• Approvals processes and accessing restricted data
  • Safeguarding sensitive data, including data retention limits, access controls and anonymisation
  • Data protection training

MANTRA is designed to be approachable and informative, and incorporates text and video content plus quizzes, interactive exercises and a ‘further reading’ section.

We hope you find the new content interesting and useful, and we welcome comments on the new unit, as well as feedback on the other seven MANTRA modules.

Finally, the RDS team are currently working on a series of further updates to MANTRA which will be rolled out over the coming weeks, and information about these releases will be posted on this blog and the RDS Twitter account.

Bob Sanders

MANTRA, Lead Editor

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Training researchers for a software and data-intensive world with Edinburgh Carpentries

This is guest post from Giacomo Peru and the EdCarp Committee (https://edcarp.github.io/committee/). Sections of this post were published previously on the EPCC blog.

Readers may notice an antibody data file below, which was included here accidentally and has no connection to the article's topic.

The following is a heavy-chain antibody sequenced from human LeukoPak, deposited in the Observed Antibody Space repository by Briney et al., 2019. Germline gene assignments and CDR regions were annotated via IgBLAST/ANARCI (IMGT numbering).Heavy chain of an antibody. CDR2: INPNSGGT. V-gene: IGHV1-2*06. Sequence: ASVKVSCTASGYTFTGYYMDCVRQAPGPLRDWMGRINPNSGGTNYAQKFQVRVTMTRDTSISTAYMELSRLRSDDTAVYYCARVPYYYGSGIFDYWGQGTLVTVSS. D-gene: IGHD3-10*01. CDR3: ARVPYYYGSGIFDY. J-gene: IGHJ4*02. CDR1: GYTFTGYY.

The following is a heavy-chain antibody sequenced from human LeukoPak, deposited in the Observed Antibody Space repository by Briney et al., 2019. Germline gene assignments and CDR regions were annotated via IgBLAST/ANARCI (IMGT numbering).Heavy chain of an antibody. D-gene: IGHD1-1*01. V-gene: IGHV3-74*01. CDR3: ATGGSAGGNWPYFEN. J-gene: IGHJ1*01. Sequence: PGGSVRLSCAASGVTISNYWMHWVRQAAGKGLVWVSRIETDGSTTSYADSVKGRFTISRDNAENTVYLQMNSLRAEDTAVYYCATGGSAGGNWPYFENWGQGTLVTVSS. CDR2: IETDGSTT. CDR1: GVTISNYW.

EdCarpLogo

EdCarpLogo

The Edinburgh Carpentries (EdCarp) is a training initiative, which offers the Carpentries computing and data skills curriculum in Edinburgh. The workshops train researchers on fundamental skills needed for conducting efficient, open, and reproducible research. The EdCarp team comprises staff and student volunteers from across disciplines, academic units, and career stages.

Since 2018, EdCarp has organised 25 workshops across the academic institution, training over 300 staff and students in data cleaning, manipulation, visualisation and version control methods using tools such as R, python, Unix shell, Git, SQL and OpenRefine. Courses are free to participants and are oversubscribed very quickly. We are now rolling out our 2020 schedule and announcing workshops.

EdCarp are working to establish collaborations with other organisations, external and internal to the university: the Scottish Funding Council, the Institute for Academic Development and the Data Driven Innovation programme.

EdCarp can work with your academic unit or doctoral training program to help promote the fundamental data skills that your colleagues need.

A crucial aspect of EdCarp and their training model is the participation and voluntary commitment of the community, where trainees go to become helpers, helpers to instructors and so on.  EdCarp are always looking for new people willing to help, in any capacity; please sign up here if you would like to be kept updated and/or get involved: https://eepurl.com/gl4MsX.